Planning versus Reality: Politics of land-use change along the river Yamuna in Delhi

Date and Time

November 29, 2011

10:15 am to 12:00 pm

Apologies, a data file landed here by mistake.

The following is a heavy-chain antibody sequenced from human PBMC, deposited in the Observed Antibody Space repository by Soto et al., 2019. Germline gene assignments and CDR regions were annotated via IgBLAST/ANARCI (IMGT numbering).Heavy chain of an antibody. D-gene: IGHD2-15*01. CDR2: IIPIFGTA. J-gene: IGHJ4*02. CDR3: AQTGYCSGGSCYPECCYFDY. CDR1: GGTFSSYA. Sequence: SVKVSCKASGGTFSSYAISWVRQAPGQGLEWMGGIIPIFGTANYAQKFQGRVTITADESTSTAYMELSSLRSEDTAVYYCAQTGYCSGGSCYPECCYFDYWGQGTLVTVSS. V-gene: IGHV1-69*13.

The presentation will examine the dynamic land-use changes along the banks of the river Yamuna and the recent plans to create a biodiversity zone along the river in the context of Delhi’s transformation into a world-class city by 2021. Based on orders by the High Court of Delhi concerning illegal encroachments on the riverbed and their negative environmental impact on the Yamuna, almost all slum settlements have been demolished along the river in recent years. Simultaneously, urban (infrastructure) mega-projects like the Akshardham Temple, the Commonwealth Games Village, an IT office park and two metro depots have been developed on the floodplain regardless of their negative environmental impacts. The most recent plans for Delhi’s riverfront, however, aim to create a biodiversity zone all along the river focusing on green and recreational spaces. The presentation will outline the inconsistency of urban planning and the role of the courts with respect to environmental protection of the Yamuna floodplain. While removing slum settlements and farmers from the banks, developing large scale transportation infrastructure, planning parks and recreational spaces, the Yamuna still suffers from an inadequate flow of water (except during monsoon) and an extremely high degree of pollution. The talk will take a holistic approach to understand the challenges of urban environmental governance in fast growing mega-cities. Alex Follmann is a human geographer and is based at the Institute of Geography, University of Cologne, Germany. He has been a visiting PhD-candidate at the School of Planning and Architecture (SPA), Delhi from October 2009 to April 2010 under DAAD’s exchange program ‘New Passage to India’. Since April 2011, his research has been funded by the German National Academic Foundation. His main research themes explore the interrelations between urban development and environmental degradation, with a focus on Delhi as it is transformed into a global Metropolis. In order to rethink the notions of bourgeois environmentalism, environmental awareness, environmental activism and urban environmental politics, he has carried out extensive fieldwork along the Yamuna river and studied its monsoonal floods and impact on the 2010 Commonwealth Games. This is the twenty second in a series of Urban Workshops planned by the Centre de Sciences Humaines (CSH), New Delhi and Centre for Policy Research (CPR). These workshops seek to provoke public discussion on issues relating to the development of the city and try to address all its facets including its administration, culture, economy, society, and politics. For further information, please contact: Marie-Hélène Zerah at or Partha Mukhopadhyay at